What is most striking about all these phases is the dramatic nature of the art both in form and feeling (though the drama begins to weaken in the last phase), very reminiscent of vigorous Kerala dance-dramas like Kathakali. In this connection our attention is drawn to the ritualistic Kalamezhuttu image of the mother Goddess made with coloured powder and belonging to the same broad tradition as the wall painting. This image is danced upon by the oracle who wipes it out in the process even as he absorbs its powers. That the same religious impulse was the inspiration of the both dance-drama and painting is obvious in the unfolding of the great narrative painted scenes. These are imbued with its rhythms and partake of its expressiveness, particularly in the rendering of the stylized moods that flit across the faces of both. The compositions of the great narrative scenes of Kerala painting hark back to the ancient traditions of the 5th century and earlier. These seem to be governed by no principles of time and space but are located in a universe where everything takes place in the eternal present.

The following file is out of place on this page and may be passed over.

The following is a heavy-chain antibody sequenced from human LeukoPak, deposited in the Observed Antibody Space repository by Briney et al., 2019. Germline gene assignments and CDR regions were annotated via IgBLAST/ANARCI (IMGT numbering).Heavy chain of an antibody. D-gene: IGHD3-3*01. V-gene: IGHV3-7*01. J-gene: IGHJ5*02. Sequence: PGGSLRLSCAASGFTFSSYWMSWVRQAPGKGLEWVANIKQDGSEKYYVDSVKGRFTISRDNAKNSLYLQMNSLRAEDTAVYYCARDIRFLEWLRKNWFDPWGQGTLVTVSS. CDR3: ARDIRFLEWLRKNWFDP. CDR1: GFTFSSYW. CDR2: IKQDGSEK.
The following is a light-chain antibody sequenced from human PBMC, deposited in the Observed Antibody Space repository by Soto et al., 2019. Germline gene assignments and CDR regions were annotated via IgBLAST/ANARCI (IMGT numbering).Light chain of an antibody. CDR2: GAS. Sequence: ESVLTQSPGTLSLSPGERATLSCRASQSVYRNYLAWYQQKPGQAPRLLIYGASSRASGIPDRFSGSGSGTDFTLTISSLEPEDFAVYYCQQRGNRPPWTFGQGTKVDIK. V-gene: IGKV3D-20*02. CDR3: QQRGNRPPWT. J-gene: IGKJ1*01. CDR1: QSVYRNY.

They are crowded with piled up human forms, rendered in highly stylized and conventional manner. In spite of the ponderousness, the modeling is essentially cubical, the line wiry and sharp, in the typical medieval idiom of all Indian art but here endowed with a unique individuality The forms themselves are modeled in the traditional Indian manner, by darkening up the edges and lighting up the centers. This technique is present in every traditional school of Indian painting, except for some work of the colonial period, but is particularly emphatic and compelling at Kerala even in the late phases of its art. Though the human figure dominates, where nature is glimpsed it is rendered with great felicity The stems of plants bursting with sap and the twisting fronds of palms inhabited by birds and animals are rendered with the utmost conviction and felicity These often put us in mind of the vivid rendering of nature to be seen in the great Hamza—nama produced for the emperor Akbar a little after the mid 16th century inanimate objects, in this masterpiece of Mughal painting, are rendered as though they possess the same life that courses through human beings who are themselves seized by an unceasing and dynamic energy Kerala painting, for example at the Pundarikapuram Vishnu temple, has the same vitality and strength, though in another mode. All its multifarious qualities make this regions painting a precious, if somewhat neglected, art heritage of the country Ramachandrans work should go a long way in opening up new paths for the study of this splendid art.